This course explores chronic illness and disability in light of its psychological and social impact. Historical and current perspectives on chronic illness and disability are studied. Disability models are presented. The major determinants associated with the psychological adaptation to chronic illness and disability are examined in this course. The impact that chronic illness and disability has on personality development, sexual functioning, family functioning, social functioning and other significant areas of function are covered. The role of gender on psychological adaption to chronic illness and disability is addressed. The course will also study stigma and the attitudes of others toward people with disabilities and severe and chronic health conditions.
BIO 160 Concepts in Biology with Lab (4 credits)
An introductory course required of all science majors that emphasizes major concepts in biological science: structure and function, homeostasis, energetics, perpetuation, and evolution of living organisms. The laboratory will introduce students to the techniques and approaches used in biology. Three lectures and one laboratory period each week. Should be taken by intended science majors in the first year. This course fulfills the Core Curriculum requirement for a science with a lab.
PSY 265 Statistics (or SOC 300 or ECO 115, in consultation with advisor)
This course is an introduction to statistical methods used in behavioral research. The course will cover both inferential and descriptive statistics, with an emphasis on the conceptual understanding of how to use statistics to summarize and evaluate information. This course counts as a second Math course in the Core curriculum.
HSC 310 Evidence-Based Health Care
Evidence-based practice in health care is the synthesis of best available research evidence with current knowledge and clinical experience for health promotion and quality health care services. It is a predominant clinical and administrative consideration for improving health care delivery and practice. While unprecedented developments in the diagnosis, treatment, and long-term management of disease provide the opportunity for longer and healthier lives, access to health care that is most appropriate is too often impeded by ignorance, inequity, and economic constraints. The Institute of Medicine finds this gap “due to our failure to apply the evidence gathered about the medical care that is most effective – a failure related to shortfalls in provider knowledge and accountability, inadequate care coordination and support, lack of insurance, poorly aligned payment incentives, and misplaced patient expectations.” For students who are participants of the US health care system, as patients or prospective providers, understanding the research process and the critical appraisal of research to support the practice implications in health care is imperative. Staff/Three credits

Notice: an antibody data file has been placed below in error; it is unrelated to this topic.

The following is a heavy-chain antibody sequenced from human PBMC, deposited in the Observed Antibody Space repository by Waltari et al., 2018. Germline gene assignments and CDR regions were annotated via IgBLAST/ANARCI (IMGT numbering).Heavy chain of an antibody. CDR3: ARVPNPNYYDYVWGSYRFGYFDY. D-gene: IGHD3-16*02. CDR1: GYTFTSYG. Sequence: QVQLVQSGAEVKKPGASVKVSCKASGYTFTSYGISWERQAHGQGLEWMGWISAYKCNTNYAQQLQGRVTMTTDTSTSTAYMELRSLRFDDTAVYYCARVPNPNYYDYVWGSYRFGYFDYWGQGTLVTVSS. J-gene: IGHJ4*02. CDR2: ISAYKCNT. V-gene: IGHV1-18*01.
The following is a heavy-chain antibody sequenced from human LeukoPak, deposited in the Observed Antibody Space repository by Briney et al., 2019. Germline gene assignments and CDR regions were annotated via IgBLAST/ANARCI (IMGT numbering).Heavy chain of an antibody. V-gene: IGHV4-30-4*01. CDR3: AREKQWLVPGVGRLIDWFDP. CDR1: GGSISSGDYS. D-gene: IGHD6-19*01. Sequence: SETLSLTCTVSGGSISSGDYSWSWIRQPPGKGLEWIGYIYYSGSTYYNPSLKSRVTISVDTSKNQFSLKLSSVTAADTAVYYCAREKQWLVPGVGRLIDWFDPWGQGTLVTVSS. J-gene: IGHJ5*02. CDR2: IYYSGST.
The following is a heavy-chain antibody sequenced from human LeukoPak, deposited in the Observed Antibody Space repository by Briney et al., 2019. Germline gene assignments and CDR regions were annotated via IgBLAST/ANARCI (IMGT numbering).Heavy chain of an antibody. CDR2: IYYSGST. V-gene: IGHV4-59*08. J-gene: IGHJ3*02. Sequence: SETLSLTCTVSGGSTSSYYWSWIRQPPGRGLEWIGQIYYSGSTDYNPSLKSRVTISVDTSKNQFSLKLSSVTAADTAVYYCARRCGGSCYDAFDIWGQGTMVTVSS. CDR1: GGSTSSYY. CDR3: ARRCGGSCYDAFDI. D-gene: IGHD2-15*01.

HSC 360 Legal Aspects of Health Care
This course will address relevant legal and ethical issues in current healthcare practice and systems. The course will provide an introduction to a broad scope of legal principles and obligations required by health care professionals and consider the professional ethics involved in modern health care delivery. Primarily, federal health care policies that will impact contemporary health providers in their everyday work will be reviewed. The rights and responsibilities of organizations, health care providers, and patients will be examined. Additionally, contemporary ethical dilemmas will be explored along with developing an understanding of how ethical issues are resolved using ethics committees in modern health systems. Staff/Three credits
HRS 330 Interviewing Techniques
This course is designed to provide students with a thorough understanding of the interview process. A strong emphasis will be placed on developing skills in applying and utilizing specific interviewing skills and techniques in human and rehabilitation service settings. Students will understand the impact of diversity, culture, and individual lifestyles on the helping process. The course will assist students to apply effective interpersonal skills in interviewing and communicating with persons with disabilities, their families, related professionals, and the general public. Client choice and consumer self-direction will be emphasized in interviewing and counseling situations. Students will be taught to incorporate cultural sensitivity into daily practice and interactions with clients. Ethical principles and decision-making will be discussed and practiced. Prerequisites: HRS 119
HSC 450 Internship in Health Sciences